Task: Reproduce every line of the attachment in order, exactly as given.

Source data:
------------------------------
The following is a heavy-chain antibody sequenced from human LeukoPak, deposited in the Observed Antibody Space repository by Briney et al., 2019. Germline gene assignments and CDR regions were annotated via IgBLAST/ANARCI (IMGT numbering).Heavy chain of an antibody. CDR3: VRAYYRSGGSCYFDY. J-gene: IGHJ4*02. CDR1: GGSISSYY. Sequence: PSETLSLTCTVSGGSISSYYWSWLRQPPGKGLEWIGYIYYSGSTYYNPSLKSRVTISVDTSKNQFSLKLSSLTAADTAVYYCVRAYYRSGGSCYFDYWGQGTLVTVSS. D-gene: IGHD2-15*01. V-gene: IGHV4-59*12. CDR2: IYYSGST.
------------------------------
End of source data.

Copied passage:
The following is a heavy-chain antibody sequenced from human LeukoPak, deposited in the Observed Antibody Space repository by Briney et al., 2019. Germline gene assignments and CDR regions were annotated via IgBLAST/ANARCI (IMGT numbering).Heavy chain of an antibody. CDR3: VRAYYRSGGSCYFDY. J-gene: IGHJ4*02. CDR1: GGSISSYY. Sequence: PSETLSLTCTVSGGSISSYYWSWLRQPPGKGLEWIGYIYYSGSTYYNPSLKSRVTISVDTSKNQFSLKLSSLTAADTAVYYCVRAYYRSGGSCYFDYWGQGTLVTVSS. D-gene: IGHD2-15*01. V-gene: IGHV4-59*12. CDR2: IYYSGST.